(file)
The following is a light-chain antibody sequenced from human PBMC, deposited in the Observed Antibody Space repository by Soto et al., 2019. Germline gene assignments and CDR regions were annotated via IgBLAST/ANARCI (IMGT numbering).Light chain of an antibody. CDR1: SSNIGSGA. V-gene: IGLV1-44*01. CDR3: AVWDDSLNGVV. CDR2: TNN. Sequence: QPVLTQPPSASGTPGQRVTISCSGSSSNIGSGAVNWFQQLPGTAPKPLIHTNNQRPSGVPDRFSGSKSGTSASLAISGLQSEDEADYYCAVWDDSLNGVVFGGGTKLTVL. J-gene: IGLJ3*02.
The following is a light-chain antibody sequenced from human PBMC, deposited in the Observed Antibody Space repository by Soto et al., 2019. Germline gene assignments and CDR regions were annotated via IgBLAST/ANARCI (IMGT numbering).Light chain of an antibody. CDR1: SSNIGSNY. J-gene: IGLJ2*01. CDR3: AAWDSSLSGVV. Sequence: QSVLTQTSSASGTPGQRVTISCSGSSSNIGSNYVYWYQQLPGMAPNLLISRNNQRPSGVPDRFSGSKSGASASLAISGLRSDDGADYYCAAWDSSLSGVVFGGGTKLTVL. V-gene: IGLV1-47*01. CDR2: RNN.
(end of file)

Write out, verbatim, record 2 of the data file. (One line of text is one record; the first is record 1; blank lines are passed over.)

The following is a light-chain antibody sequenced from human PBMC, deposited in the Observed Antibody Space repository by Soto et al., 2019. Germline gene assignments and CDR regions were annotated via IgBLAST/ANARCI (IMGT numbering).Light chain of an antibody. CDR1: SSNIGSNY. J-gene: IGLJ2*01. CDR3: AAWDSSLSGVV. Sequence: QSVLTQTSSASGTPGQRVTISCSGSSSNIGSNYVYWYQQLPGMAPNLLISRNNQRPSGVPDRFSGSKSGASASLAISGLRSDDGADYYCAAWDSSLSGVVFGGGTKLTVL. V-gene: IGLV1-47*01. CDR2: RNN.